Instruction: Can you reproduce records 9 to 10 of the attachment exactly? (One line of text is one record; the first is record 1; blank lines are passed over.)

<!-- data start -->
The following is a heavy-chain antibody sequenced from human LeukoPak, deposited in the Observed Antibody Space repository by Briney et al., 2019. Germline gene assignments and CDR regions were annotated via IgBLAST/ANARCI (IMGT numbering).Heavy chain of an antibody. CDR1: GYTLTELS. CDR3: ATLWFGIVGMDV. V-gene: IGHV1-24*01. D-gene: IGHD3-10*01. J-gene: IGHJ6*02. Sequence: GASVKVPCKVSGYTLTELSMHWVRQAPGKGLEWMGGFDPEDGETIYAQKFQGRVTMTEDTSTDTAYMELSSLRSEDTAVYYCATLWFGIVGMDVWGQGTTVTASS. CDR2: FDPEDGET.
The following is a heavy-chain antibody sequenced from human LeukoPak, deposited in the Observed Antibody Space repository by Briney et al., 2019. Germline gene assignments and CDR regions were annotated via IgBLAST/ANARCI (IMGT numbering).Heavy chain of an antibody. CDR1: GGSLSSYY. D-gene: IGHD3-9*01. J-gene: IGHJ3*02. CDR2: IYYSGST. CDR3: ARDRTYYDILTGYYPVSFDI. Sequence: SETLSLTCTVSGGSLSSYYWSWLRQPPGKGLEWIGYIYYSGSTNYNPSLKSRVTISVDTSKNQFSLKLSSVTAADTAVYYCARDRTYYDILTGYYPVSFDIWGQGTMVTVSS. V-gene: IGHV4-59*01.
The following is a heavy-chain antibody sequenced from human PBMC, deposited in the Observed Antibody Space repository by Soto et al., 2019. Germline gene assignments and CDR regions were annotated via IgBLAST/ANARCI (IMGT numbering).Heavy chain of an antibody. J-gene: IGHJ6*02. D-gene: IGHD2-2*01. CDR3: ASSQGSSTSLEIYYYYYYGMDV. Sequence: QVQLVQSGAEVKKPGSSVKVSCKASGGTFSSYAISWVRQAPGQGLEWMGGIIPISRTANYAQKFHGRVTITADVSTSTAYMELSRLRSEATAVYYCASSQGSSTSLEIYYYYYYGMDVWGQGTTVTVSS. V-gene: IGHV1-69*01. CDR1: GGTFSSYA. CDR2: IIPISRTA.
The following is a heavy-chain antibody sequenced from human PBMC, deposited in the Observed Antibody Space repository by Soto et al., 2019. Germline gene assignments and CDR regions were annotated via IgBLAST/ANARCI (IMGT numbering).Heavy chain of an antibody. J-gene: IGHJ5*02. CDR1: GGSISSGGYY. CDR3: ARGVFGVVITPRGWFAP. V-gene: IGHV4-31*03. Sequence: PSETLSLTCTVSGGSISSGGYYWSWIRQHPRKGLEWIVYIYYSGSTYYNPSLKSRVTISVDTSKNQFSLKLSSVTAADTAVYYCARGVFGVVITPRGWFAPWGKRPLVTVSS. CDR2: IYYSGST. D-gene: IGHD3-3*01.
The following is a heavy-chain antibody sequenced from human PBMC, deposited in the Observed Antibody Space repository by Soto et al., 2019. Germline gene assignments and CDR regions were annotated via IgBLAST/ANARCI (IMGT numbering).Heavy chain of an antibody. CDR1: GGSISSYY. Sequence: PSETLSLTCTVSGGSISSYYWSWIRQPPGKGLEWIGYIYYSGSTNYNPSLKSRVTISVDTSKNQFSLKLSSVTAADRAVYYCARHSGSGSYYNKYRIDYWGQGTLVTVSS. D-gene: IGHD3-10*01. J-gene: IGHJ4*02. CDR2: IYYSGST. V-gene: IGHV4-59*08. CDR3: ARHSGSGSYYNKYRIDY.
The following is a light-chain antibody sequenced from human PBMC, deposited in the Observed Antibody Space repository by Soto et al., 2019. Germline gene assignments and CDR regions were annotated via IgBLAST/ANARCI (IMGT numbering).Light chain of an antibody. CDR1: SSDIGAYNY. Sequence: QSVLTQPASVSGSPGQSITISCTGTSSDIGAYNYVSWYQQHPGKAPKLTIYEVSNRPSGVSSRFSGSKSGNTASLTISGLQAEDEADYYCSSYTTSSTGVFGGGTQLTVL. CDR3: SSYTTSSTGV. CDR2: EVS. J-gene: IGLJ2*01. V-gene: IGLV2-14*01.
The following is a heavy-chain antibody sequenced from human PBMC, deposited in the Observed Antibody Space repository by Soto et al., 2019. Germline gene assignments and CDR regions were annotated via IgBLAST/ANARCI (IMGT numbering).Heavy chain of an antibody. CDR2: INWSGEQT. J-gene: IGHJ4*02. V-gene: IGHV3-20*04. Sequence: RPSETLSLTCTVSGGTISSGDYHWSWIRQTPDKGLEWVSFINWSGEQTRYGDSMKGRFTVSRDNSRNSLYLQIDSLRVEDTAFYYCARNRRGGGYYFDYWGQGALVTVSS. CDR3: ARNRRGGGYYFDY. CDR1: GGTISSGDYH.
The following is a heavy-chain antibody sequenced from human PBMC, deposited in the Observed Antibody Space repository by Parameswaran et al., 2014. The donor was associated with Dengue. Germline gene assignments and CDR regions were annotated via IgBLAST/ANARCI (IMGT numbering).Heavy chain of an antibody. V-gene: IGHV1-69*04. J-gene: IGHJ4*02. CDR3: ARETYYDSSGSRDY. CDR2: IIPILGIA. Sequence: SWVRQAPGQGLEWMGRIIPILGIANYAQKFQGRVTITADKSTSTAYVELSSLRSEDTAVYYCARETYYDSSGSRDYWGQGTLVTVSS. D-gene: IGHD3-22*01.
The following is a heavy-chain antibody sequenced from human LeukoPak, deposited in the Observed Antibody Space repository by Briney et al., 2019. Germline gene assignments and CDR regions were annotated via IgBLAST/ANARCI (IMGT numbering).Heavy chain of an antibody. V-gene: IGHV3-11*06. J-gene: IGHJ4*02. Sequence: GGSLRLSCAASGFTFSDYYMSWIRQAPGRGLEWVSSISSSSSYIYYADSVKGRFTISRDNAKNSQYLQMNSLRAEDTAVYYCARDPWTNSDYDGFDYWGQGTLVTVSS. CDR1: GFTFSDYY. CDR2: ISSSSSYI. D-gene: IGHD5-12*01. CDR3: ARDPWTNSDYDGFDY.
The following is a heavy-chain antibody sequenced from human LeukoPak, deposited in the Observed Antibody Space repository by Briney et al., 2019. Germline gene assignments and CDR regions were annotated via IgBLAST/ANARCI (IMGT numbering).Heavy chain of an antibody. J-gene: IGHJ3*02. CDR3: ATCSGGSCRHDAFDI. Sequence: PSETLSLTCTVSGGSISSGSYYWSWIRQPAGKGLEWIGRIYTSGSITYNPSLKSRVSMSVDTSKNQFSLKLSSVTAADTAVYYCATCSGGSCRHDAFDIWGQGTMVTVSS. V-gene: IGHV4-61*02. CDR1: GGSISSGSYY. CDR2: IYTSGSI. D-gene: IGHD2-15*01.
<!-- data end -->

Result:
The following is a heavy-chain antibody sequenced from human LeukoPak, deposited in the Observed Antibody Space repository by Briney et al., 2019. Germline gene assignments and CDR regions were annotated via IgBLAST/ANARCI (IMGT numbering).Heavy chain of an antibody. V-gene: IGHV3-11*06. J-gene: IGHJ4*02. Sequence: GGSLRLSCAASGFTFSDYYMSWIRQAPGRGLEWVSSISSSSSYIYYADSVKGRFTISRDNAKNSQYLQMNSLRAEDTAVYYCARDPWTNSDYDGFDYWGQGTLVTVSS. CDR1: GFTFSDYY. CDR2: ISSSSSYI. D-gene: IGHD5-12*01. CDR3: ARDPWTNSDYDGFDY.
The following is a heavy-chain antibody sequenced from human LeukoPak, deposited in the Observed Antibody Space repository by Briney et al., 2019. Germline gene assignments and CDR regions were annotated via IgBLAST/ANARCI (IMGT numbering).Heavy chain of an antibody. J-gene: IGHJ3*02. CDR3: ATCSGGSCRHDAFDI. Sequence: PSETLSLTCTVSGGSISSGSYYWSWIRQPAGKGLEWIGRIYTSGSITYNPSLKSRVSMSVDTSKNQFSLKLSSVTAADTAVYYCATCSGGSCRHDAFDIWGQGTMVTVSS. V-gene: IGHV4-61*02. CDR1: GGSISSGSYY. CDR2: IYTSGSI. D-gene: IGHD2-15*01.